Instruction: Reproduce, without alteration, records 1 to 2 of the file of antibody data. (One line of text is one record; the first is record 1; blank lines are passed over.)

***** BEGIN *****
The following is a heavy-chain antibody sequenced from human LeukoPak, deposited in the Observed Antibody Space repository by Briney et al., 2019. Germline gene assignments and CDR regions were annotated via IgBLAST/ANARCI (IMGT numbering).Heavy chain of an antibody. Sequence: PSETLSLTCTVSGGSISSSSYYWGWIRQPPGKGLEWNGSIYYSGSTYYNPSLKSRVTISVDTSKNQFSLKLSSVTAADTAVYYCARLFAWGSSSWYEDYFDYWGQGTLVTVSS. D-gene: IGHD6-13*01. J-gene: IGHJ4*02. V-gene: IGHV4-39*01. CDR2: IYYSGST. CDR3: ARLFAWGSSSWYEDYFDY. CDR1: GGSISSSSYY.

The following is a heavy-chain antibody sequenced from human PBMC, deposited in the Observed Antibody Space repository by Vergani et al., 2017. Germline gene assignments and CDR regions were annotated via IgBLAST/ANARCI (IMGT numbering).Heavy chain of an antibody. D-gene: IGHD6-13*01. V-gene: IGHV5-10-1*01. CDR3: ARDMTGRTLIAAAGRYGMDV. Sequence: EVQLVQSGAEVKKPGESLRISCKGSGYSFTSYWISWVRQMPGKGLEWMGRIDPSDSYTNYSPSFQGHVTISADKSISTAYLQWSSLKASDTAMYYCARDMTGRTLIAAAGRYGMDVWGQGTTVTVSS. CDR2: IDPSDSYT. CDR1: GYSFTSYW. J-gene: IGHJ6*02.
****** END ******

The following is a heavy-chain antibody sequenced from human LeukoPak, deposited in the Observed Antibody Space repository by Briney et al., 2019. Germline gene assignments and CDR regions were annotated via IgBLAST/ANARCI (IMGT numbering).Heavy chain of an antibody. Sequence: PSETLSLTCTVSGGSISSSSYYWGWIRQPPGKGLEWNGSIYYSGSTYYNPSLKSRVTISVDTSKNQFSLKLSSVTAADTAVYYCARLFAWGSSSWYEDYFDYWGQGTLVTVSS. D-gene: IGHD6-13*01. J-gene: IGHJ4*02. V-gene: IGHV4-39*01. CDR2: IYYSGST. CDR3: ARLFAWGSSSWYEDYFDY. CDR1: GGSISSSSYY.

The following is a heavy-chain antibody sequenced from human PBMC, deposited in the Observed Antibody Space repository by Vergani et al., 2017. Germline gene assignments and CDR regions were annotated via IgBLAST/ANARCI (IMGT numbering).Heavy chain of an antibody. D-gene: IGHD6-13*01. V-gene: IGHV5-10-1*01. CDR3: ARDMTGRTLIAAAGRYGMDV. Sequence: EVQLVQSGAEVKKPGESLRISCKGSGYSFTSYWISWVRQMPGKGLEWMGRIDPSDSYTNYSPSFQGHVTISADKSISTAYLQWSSLKASDTAMYYCARDMTGRTLIAAAGRYGMDVWGQGTTVTVSS. CDR2: IDPSDSYT. CDR1: GYSFTSYW. J-gene: IGHJ6*02.